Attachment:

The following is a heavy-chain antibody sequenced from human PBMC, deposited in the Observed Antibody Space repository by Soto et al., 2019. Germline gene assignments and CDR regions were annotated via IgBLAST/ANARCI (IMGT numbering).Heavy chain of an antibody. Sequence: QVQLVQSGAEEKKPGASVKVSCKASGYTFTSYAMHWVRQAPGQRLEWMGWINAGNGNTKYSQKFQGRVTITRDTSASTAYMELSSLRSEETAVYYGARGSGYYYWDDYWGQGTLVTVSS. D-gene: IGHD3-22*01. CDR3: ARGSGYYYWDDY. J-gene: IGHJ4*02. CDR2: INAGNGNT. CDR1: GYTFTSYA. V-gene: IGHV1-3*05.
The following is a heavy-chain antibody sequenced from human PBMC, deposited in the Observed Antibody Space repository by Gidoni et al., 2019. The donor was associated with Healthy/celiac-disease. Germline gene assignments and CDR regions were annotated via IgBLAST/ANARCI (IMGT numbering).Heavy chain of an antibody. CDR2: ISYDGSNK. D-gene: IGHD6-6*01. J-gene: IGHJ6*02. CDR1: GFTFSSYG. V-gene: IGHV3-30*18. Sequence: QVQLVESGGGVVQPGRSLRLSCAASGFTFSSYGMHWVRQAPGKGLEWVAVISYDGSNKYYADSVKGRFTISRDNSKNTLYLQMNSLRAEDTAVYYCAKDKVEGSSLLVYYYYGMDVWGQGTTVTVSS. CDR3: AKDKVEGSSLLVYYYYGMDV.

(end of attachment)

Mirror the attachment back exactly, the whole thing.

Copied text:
The following is a heavy-chain antibody sequenced from human PBMC, deposited in the Observed Antibody Space repository by Soto et al., 2019. Germline gene assignments and CDR regions were annotated via IgBLAST/ANARCI (IMGT numbering).Heavy chain of an antibody. Sequence: QVQLVQSGAEEKKPGASVKVSCKASGYTFTSYAMHWVRQAPGQRLEWMGWINAGNGNTKYSQKFQGRVTITRDTSASTAYMELSSLRSEETAVYYGARGSGYYYWDDYWGQGTLVTVSS. D-gene: IGHD3-22*01. CDR3: ARGSGYYYWDDY. J-gene: IGHJ4*02. CDR2: INAGNGNT. CDR1: GYTFTSYA. V-gene: IGHV1-3*05.
The following is a heavy-chain antibody sequenced from human PBMC, deposited in the Observed Antibody Space repository by Gidoni et al., 2019. The donor was associated with Healthy/celiac-disease. Germline gene assignments and CDR regions were annotated via IgBLAST/ANARCI (IMGT numbering).Heavy chain of an antibody. CDR2: ISYDGSNK. D-gene: IGHD6-6*01. J-gene: IGHJ6*02. CDR1: GFTFSSYG. V-gene: IGHV3-30*18. Sequence: QVQLVESGGGVVQPGRSLRLSCAASGFTFSSYGMHWVRQAPGKGLEWVAVISYDGSNKYYADSVKGRFTISRDNSKNTLYLQMNSLRAEDTAVYYCAKDKVEGSSLLVYYYYGMDVWGQGTTVTVSS. CDR3: AKDKVEGSSLLVYYYYGMDV.